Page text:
Break ups are hard, and are we expecting too much when we say from ourselves and the other person when we say, “let’s remain friends?” Society doesn’t deal well with the idea that not everything isn’t always peachy – we’re constantly under pressure to “stay calm” and keep our emotions intact. But this isn’t easy; particularly when it comes to matters of the heart.
Our emotions are powerful things, and whilst forgiveness is always a good idea, getting past this and establishing yourselves as “friends” is a totally different ballgame. Today its more difficult than ever not to have the ex-files lingering in your mind. Its far too easy to “check-up” on them (translation: see whether they’ve moved onto someone else yet, see what their post-break up look is etc. etc.). There are pros and cons to whether you should still be friends with an ex, and we have to bear in mind that its entirely dependent upon whether its working for the both of you or not. Its always a nice idea that you’ll be able to continue to see each other platonically, but is this feasible? Whilst its easy to take the advice of your friends and family members as the gospel truth, I’m a firm believer in gut feelings – you know when you know.
A study found that the two most critical factors in deciphering whether a friendship between former partners can work was:
- how the relationship ended
- the support that each individual experiences post break up
Positive break ups then, breed the most success where ongoing friendships are concerned. If the feeling is mutual, and sadness, not anger, is the go-to emotion (because break ups, however straightforward. are always a little painful), there is a chance for your relationship to continue without being romantic. It is difficult though, and its often fine until one or both of you move on – could you really deal with meeting them and their new partner without feeling anything at all?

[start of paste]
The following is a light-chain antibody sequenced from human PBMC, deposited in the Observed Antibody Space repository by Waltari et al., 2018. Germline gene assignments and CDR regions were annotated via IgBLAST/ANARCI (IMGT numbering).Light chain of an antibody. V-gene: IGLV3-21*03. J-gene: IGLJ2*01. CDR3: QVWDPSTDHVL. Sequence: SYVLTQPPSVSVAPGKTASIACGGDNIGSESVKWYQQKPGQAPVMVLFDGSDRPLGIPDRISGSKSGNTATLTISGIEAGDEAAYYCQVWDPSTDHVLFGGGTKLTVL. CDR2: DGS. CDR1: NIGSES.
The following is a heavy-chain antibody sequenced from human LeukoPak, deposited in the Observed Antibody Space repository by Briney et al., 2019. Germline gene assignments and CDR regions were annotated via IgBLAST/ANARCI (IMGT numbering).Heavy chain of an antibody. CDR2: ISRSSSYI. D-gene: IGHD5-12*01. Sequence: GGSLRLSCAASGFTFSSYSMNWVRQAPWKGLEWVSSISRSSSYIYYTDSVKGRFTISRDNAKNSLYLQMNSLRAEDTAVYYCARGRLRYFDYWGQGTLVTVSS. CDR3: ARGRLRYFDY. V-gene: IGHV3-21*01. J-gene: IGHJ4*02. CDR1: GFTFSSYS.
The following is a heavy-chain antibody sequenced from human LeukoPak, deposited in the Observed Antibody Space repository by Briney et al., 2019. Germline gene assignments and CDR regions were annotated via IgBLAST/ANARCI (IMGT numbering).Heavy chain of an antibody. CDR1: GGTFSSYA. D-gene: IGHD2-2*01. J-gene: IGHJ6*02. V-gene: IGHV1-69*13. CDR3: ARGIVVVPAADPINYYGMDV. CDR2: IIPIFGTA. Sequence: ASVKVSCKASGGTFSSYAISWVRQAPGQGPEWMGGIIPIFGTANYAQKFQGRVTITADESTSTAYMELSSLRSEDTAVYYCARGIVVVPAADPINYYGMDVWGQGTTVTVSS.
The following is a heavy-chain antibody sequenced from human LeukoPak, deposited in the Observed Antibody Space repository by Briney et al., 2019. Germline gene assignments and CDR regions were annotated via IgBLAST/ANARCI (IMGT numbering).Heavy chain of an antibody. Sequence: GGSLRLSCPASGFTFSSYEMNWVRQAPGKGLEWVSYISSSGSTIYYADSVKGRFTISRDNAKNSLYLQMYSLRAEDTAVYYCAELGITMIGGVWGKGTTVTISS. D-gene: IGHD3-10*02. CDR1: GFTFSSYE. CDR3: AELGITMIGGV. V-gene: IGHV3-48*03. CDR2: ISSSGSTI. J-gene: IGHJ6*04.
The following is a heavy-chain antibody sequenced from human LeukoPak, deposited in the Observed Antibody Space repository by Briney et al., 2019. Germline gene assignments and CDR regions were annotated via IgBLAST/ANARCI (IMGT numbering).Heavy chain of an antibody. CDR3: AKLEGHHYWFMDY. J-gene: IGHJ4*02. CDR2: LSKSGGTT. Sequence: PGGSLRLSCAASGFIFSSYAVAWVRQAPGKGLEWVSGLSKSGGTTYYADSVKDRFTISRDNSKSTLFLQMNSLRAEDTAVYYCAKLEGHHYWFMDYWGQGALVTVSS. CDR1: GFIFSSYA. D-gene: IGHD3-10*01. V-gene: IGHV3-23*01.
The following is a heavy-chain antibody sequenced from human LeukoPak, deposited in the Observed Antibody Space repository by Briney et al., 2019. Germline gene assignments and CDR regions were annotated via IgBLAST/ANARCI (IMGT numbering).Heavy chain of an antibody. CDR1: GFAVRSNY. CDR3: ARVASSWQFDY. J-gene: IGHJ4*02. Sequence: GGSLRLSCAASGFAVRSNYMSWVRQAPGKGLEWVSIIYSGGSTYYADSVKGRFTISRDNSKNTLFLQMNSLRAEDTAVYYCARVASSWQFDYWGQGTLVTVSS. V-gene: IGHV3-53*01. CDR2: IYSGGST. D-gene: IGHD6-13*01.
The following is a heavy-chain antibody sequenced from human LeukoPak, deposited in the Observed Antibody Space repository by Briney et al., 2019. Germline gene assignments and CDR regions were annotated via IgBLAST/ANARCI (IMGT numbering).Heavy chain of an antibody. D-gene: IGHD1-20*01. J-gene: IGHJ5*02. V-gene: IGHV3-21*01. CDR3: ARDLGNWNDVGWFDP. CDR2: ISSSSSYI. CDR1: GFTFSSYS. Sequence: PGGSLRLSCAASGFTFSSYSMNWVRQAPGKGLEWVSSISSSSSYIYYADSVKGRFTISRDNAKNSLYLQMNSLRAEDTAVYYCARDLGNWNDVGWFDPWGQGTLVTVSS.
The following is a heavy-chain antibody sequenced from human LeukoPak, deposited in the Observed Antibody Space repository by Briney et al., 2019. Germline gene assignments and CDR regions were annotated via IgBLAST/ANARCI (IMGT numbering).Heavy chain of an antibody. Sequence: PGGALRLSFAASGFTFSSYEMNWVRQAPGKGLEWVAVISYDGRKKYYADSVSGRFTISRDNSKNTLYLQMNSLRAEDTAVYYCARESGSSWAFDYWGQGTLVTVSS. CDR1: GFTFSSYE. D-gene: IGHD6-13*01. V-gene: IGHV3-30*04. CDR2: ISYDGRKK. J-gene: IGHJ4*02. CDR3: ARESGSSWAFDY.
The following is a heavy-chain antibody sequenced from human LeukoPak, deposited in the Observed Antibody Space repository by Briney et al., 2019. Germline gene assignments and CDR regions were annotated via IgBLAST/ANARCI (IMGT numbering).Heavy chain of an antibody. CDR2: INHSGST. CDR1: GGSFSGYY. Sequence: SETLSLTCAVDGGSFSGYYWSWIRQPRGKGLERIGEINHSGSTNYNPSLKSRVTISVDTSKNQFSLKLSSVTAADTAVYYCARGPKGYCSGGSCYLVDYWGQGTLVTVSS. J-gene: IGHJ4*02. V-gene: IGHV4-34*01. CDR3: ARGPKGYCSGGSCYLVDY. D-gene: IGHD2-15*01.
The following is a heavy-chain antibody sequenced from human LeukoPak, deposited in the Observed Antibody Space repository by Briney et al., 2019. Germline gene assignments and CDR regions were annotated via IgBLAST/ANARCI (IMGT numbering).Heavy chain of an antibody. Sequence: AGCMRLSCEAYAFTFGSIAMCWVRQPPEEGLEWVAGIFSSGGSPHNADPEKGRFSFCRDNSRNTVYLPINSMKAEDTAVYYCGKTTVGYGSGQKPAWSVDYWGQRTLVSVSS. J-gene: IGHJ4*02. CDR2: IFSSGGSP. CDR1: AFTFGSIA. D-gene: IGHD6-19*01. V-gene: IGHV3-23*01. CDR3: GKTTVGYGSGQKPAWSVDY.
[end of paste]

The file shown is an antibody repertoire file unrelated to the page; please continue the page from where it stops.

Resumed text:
Often, the plan to remain friends lasts until this moment; before anyone has moved on romantically, its easy to carry on as you have, but without any intimacy. This is because a) human nature gets involved, and envy or resentment can rear its ugly head when faced with the reality that they’re definitely over you. Secondly, be prepared that the new partner might take issue with her new beau and his/her ex hanging out together – with or without her being there.
Another important factor when it comes to staying friends, I think, is giving yourself space away from each other for some time after the split. I mean more than a few weeks – preferably months. Emotions are so raw straight after any break up that you’ll almost certainly end up doing or saying something that you regret. We’re likely react less rationally when we’re broken-hearted, so if you’re serious about keeping in touch after the romance has fizzled, you’ll both benefit from cutting contact (that includes social) for a while after the storm.
Of course, we all have a right to do whatever we choose with our relationships – past and present. Sometimes we need to try out these things, whether others agree or not. Ultimately you know what works for you, and just because the two of you might not have worked out romantically, you could be the best of friends – after all, there’s a reason that you got together in the first place, and it wasn’t because you were drunk and they were good looking. Being emotionally healthy means you have insight into your feelings – like I said, your gut feeling usually gets it right, so listen to it!